The Regina Leader, Wednesday, March 21, 1917, stated: "Bill Bettschen, Secretary of Saskatchewan Amateur Hockey Association (S.A.H.A.), returned from two weeks in Winnipeg after watching all of the Allan Cup Games. He said, 'Junior Hockey is all I'll talk about now.' Bill came back enthused with but one idea - to get Junior Hockey started in Saskatchewan. 'We've got to get the juniors playing hockey in Saskatchewan right away.' he said."
As soon as Corbeau heard about having junior hockey next season he wanted to donate a trophy. On March 22, 1917, the (S.A.H.A.) held a special meeting in the afternoon. The offer and acceptance of a Cup for the Junior Hockey Champions of Saskatchewan donated by E.C. Corbeau of this city was the feature of the special meeting.
The 1916-17 Season marked the first time for junior hockey throughout the Province of Saskatchewan.
The same summer, Regina Patricia hockey club was formed. It was named after the famous Princess Patricia Army Regiment, famous in World War One. ..... (Photo at the right: by Ron C. Johnston, taken by permission at Saskatchewan Hall of Fame)
That year the Province expanded to 12 teams in 5 different groups. The Regina Patricia's were in Group 1 which included two other Regina teams - Monarchs and Vics plus the Tyvan Tigers. The town of Tyvan is on #33 highway, sixty-five miles southeast of Regina.
1917-1918 - Patricia Roster: Goalie: Walter Broadfoot Defence: N.A. Drechler, Bill Broadfoot (Captain), M.A. "Ma" Wingham, Miller Hackney Centre: Frank Broadfoot, William Molisky Rover: Fred Harding, John Molisky Left Wing: Laudas Joseph "Duke" Dutkowski, Ernest Cameron Right Wing: Bill Molisky, Frank Broadfoot Coach: William Lea Trainer: Austin Smith President: J. Westmore Executive: B. Balmaine, A.G. Twiss, J. Snowball, H.G. Smith, H.E. Cunningham, A.E. Whitemore, J.W. Robson, T.P. Badenoch, F.C. Wilson, G. Cameron, E.D. Rossie, Herb Pollock, A.G. Smith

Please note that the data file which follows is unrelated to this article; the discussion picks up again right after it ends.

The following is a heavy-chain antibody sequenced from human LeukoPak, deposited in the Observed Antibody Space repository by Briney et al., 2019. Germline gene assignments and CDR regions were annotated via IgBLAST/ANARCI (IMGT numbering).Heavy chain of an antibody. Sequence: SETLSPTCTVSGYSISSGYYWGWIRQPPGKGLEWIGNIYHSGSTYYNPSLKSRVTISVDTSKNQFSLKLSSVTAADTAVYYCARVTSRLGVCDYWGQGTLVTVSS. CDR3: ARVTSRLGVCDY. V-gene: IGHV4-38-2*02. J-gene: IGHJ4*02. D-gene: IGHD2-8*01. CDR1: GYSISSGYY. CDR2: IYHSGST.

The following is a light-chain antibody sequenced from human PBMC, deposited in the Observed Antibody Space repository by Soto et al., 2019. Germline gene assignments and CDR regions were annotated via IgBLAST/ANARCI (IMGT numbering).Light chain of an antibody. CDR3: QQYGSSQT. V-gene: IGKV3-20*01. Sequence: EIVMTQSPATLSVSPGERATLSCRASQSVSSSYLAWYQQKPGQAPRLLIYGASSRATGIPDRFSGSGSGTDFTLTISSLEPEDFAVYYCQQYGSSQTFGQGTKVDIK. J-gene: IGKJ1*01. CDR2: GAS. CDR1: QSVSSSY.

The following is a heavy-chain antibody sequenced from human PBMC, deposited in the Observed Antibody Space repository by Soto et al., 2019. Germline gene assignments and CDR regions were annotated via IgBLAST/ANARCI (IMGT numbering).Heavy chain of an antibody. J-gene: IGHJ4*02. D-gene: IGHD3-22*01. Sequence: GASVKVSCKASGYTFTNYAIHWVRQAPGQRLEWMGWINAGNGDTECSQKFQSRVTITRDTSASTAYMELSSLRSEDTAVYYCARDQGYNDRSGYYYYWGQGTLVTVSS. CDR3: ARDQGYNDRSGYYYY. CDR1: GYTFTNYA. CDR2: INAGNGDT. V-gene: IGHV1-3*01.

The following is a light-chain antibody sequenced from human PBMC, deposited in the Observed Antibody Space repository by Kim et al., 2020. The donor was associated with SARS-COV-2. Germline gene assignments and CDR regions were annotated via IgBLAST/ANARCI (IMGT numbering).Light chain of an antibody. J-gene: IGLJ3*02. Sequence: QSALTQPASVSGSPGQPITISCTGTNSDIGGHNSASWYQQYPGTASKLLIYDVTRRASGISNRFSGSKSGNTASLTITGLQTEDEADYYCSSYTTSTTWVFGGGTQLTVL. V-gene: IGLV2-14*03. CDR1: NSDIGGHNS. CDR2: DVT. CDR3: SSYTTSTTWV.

In the first season Regina Patricia relied on their 15 year old goaltender, Walter Broadfoot.
Taken from the Regina Leader: Regina Patricia Hockey Club's First - Ever Game, Friday, December 31, 1917.
Regina Patricia - 5 - vs. Regina Victoria - 2
1 - Victoria - Crapper - Time: 1:35
2 - Victoria - Marshall (Baldwin) - Time: 7:40
3 - Patricia - Frank Broadfoot - Time: 10:00
Penalties: W. Molisky Patricia (1 minute); Harding, Patricia (1 minute); Hackney, Patricia (1 minute); Davidson, Victoria (2 minutes); F. Broadfoot, Patricia (1 minute); Baldwin, Victoria (1 minute); W. Molisky, Patricia (1 minute); Crapper, Victoria (2 minutes); Baldwin, Victoria (2 minutes)